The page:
[OS 80] Article "Erwachen der Romantik" (1930) (copy in Box 16, Folder 16); page from the Juedische Rundschau with notes by Baumgardt (copy in Box 18, Folder 19); speech "Jeremy Bentham, an Englishman, to the Citizens of the Several American United States, London 1817" (copy in Box 24, Folder 2)
[R 12] Sigmund Freud Autographs (copies in file).
Books; booklets regarding Shanghai; guides; almanacs; magazines, Clippings from the Shanghai Jewish Chronicle, Straubinger Tageblatt (1939); family papers, Photos of Shanghai; various items from the Shanghai Herald
Various decrees issued by rulers before emancipation to the Jewish communities of the towns and provinces of Alsace, Augsburg, Austria, Baden, Bamberg, Berlin, Bohemia, Brandenburg, Braunschweig, Breslau, Cassel, Cologne, Dresden, Eisenach, Frankfurt am Main, Hanau, Hanover, Helmstaedt, Hessen, Karlsruhe, Leipzig, Nassau, Nuremberg, Palatinate, Potsdam, Prussia, Rawicz, Rheinfels, Saxony, Schleswig, Schwerin, Vienna, Weinheim, Wolfenbuettel, and Wuerzburg. The decrees concern many aspects of life, including economic activity and taxation, settlement rights, and the regulation of the internal life of the Jewish communities.
Collection consists of documents pertaining to Edmund H. Immergut and his family (mainly to his great grandfather, to his parents, and to himself). The majority of the collection consists of original documents of their exile in Shanghai.
The bulk of the collection contains family correspondence mainly in typescript. The most extensive part are the letters from Olga Cohen to her son Max from 1882 to 1893. The collection also contains a manuscript with notes of conversations Eduard Cohen had with Otto von Bismarck as well as a letter of condolence from Bismarck to Eduard Cohen's children. In addition, there are miscellaneous letters, memorabilia, and genealogical notes.
Editorial and personal correspondence of Efraim Frisch and his wife, Fega Frisch, with individuals and institutions.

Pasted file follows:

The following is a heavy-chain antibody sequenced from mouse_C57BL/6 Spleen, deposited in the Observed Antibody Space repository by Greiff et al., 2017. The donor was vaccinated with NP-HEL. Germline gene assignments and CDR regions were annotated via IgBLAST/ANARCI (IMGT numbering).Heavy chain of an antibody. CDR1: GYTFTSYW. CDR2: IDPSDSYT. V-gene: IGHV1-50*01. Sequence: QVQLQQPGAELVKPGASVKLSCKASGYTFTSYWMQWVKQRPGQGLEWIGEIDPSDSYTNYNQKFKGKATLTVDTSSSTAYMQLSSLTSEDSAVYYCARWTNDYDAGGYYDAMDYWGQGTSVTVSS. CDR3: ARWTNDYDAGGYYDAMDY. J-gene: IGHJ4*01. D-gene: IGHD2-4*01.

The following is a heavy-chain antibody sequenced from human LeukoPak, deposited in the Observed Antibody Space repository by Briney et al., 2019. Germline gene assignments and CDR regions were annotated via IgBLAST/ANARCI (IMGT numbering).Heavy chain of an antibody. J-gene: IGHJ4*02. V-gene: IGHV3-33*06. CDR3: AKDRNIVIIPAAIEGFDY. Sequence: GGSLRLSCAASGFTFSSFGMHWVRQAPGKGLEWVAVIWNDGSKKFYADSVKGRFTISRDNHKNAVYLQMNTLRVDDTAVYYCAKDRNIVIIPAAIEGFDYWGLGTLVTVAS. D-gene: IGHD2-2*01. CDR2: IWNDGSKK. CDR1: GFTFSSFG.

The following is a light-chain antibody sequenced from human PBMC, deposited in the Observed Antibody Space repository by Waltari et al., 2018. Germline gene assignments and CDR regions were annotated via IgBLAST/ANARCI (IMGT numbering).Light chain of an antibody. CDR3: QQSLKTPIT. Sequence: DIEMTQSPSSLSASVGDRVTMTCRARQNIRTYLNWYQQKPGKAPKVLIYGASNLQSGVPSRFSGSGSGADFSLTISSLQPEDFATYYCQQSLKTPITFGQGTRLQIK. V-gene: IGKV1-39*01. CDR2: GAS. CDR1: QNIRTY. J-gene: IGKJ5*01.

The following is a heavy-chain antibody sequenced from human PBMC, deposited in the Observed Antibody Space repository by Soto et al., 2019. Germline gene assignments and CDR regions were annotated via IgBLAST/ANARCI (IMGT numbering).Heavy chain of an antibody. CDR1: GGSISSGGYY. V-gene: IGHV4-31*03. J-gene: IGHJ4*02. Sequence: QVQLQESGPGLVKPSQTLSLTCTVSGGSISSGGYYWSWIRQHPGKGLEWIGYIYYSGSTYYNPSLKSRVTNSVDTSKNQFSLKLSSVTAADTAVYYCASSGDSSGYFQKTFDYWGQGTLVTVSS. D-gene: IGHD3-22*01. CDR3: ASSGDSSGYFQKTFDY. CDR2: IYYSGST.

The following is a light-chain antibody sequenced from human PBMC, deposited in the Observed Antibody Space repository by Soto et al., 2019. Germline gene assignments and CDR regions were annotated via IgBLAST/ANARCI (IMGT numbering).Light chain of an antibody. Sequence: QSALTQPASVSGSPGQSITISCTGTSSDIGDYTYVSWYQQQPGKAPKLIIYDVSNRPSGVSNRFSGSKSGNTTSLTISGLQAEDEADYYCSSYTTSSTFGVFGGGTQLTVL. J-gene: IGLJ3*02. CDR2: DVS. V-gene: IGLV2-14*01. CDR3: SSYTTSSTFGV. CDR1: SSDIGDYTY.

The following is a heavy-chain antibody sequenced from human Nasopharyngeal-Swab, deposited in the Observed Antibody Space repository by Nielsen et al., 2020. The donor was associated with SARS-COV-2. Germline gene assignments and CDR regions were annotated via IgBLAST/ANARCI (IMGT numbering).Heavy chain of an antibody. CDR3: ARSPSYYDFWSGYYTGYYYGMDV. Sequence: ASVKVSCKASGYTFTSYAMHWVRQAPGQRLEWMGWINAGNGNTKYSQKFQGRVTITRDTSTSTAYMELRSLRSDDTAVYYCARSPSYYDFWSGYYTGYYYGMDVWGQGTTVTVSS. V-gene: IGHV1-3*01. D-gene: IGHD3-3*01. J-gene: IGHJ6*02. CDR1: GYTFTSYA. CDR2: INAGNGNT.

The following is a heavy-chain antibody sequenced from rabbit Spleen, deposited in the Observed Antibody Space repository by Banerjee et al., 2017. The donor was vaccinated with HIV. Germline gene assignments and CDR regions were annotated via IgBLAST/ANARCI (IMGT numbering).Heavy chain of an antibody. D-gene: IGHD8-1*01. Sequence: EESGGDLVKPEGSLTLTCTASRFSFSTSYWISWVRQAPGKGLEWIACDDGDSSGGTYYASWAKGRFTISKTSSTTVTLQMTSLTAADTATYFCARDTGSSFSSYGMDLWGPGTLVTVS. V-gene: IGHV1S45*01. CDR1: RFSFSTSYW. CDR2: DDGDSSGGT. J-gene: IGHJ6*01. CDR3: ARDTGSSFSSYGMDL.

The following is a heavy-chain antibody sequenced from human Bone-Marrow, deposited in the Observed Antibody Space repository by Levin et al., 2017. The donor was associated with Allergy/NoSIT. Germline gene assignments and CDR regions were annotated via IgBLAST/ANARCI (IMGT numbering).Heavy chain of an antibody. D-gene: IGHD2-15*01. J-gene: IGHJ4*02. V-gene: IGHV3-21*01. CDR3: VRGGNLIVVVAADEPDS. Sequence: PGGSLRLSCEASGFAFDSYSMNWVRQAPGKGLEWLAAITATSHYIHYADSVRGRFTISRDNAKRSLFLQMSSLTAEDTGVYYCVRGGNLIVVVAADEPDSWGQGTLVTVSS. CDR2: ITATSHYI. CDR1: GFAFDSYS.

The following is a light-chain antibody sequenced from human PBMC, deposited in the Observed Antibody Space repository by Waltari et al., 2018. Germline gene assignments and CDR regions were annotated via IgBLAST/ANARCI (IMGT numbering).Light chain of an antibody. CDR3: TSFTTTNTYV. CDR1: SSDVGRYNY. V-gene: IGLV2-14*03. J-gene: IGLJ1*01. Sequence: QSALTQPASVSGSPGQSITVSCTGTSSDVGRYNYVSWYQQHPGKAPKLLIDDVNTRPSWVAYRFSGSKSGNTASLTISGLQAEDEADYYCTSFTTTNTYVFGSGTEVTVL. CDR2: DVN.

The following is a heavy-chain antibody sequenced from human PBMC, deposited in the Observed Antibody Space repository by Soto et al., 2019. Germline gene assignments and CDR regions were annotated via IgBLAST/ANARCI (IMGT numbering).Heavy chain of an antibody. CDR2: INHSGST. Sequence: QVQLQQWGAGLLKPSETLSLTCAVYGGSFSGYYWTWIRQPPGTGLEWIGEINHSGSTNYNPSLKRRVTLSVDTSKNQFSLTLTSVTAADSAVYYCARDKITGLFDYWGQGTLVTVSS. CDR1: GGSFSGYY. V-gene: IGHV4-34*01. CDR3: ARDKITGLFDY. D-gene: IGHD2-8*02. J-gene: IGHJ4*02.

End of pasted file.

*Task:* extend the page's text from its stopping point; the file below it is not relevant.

Personal documents, manuscripts of Frisch's novels, short stories, essays, and book reviews; clippings by and about Ephraim and Fega Frisch and their work, including an essay by Alfred Vagts on Der Neue Merkur.
The collection contains the German translation of the minutes of Adolf Eichmann's trial. It comprises thirteen volumes and includes legal material, an unofficial version of the verdict (Urteil), and a glossary pertaining to the translation.
Correspondence of Dr. Elias Bondi.Letters are to his brother Marcus Bondi, a geologist. And to his sisters Schewa and Clara. Letters refer to cholera epidemics (1831) in Hamburg. Letter of November 1833 to Clara Bondi refers to marriage and dowry. Letters from Ignaz Maron to his wife. George Meyer to his brother Friedrich (1890s). Letters from Clara Bondi to her niece Julie Bondi. Letters from Ignatz to Caecilie Bondi.
The collection is organized in four series. Series I contains writings and publications by and about Elisabeth Freund about her personal life as well her work for the blind. There are several version of her manuscript "Zwangsarbeit Berlin 1941", which was published in 1996. She also wrote about her great-great-uncle, Julius R. Friedlaender, and published a book on home improvement for women in 1930. The series also contains her extensive writings, published and unpublished, on working with the blind, as well as publications and clippings about her and her work at the Overbrook School for the Blind. There are also several legal publications by Rudolf Freund. Series II: Correspondence contains both personal and professional correspondence by Elisabeth Freund, correspondence of her daughters Clare Freund and Ursula Goebel regarding her mother's work, and correspondence with the Leo Baeck Institute regarding the donation of Elisabeth Freund's papers. Series III: Photographs contains mainly images used in Elisabeth Freund's professional publications. The collection also contains a longhand writing device and workbooks developed by Elisabeth Freund (Series IV).